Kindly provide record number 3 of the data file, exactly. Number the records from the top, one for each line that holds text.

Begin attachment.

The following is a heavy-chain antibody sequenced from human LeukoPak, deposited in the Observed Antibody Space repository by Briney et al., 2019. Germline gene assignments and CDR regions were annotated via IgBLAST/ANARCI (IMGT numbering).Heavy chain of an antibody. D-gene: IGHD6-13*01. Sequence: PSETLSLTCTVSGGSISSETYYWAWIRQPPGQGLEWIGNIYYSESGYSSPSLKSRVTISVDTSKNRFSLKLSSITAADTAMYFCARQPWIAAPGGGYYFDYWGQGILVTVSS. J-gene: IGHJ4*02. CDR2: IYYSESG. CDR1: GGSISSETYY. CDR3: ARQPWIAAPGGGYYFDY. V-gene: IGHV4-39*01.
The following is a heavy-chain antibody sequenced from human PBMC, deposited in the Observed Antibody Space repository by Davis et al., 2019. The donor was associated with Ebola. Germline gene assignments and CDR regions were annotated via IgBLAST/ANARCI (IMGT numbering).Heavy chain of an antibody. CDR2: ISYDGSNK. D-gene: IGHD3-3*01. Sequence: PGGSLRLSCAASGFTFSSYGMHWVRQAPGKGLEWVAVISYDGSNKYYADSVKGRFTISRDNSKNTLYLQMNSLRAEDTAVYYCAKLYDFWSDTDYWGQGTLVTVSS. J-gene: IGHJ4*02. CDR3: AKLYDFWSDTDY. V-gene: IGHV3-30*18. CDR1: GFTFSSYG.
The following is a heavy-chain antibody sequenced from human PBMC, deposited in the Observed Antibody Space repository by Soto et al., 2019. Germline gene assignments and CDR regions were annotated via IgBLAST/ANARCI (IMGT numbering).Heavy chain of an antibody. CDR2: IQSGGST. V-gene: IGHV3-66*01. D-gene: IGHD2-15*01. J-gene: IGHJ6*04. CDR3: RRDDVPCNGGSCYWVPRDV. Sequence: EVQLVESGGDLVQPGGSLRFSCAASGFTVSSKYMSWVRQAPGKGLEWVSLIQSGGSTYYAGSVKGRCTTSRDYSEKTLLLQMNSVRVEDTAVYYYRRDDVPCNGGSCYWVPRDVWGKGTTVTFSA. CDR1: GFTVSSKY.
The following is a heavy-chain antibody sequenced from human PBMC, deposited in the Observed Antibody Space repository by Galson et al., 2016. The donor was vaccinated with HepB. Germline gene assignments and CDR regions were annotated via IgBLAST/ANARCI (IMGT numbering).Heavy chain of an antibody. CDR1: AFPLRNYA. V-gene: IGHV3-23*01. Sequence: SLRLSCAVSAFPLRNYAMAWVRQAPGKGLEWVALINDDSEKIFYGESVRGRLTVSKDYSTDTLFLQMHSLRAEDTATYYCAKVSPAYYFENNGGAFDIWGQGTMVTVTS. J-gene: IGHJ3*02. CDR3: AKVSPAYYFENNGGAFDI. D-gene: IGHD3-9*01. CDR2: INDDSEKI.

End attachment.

The following is a heavy-chain antibody sequenced from human PBMC, deposited in the Observed Antibody Space repository by Soto et al., 2019. Germline gene assignments and CDR regions were annotated via IgBLAST/ANARCI (IMGT numbering).Heavy chain of an antibody. CDR2: IQSGGST. V-gene: IGHV3-66*01. D-gene: IGHD2-15*01. J-gene: IGHJ6*04. CDR3: RRDDVPCNGGSCYWVPRDV. Sequence: EVQLVESGGDLVQPGGSLRFSCAASGFTVSSKYMSWVRQAPGKGLEWVSLIQSGGSTYYAGSVKGRCTTSRDYSEKTLLLQMNSVRVEDTAVYYYRRDDVPCNGGSCYWVPRDVWGKGTTVTFSA. CDR1: GFTVSSKY.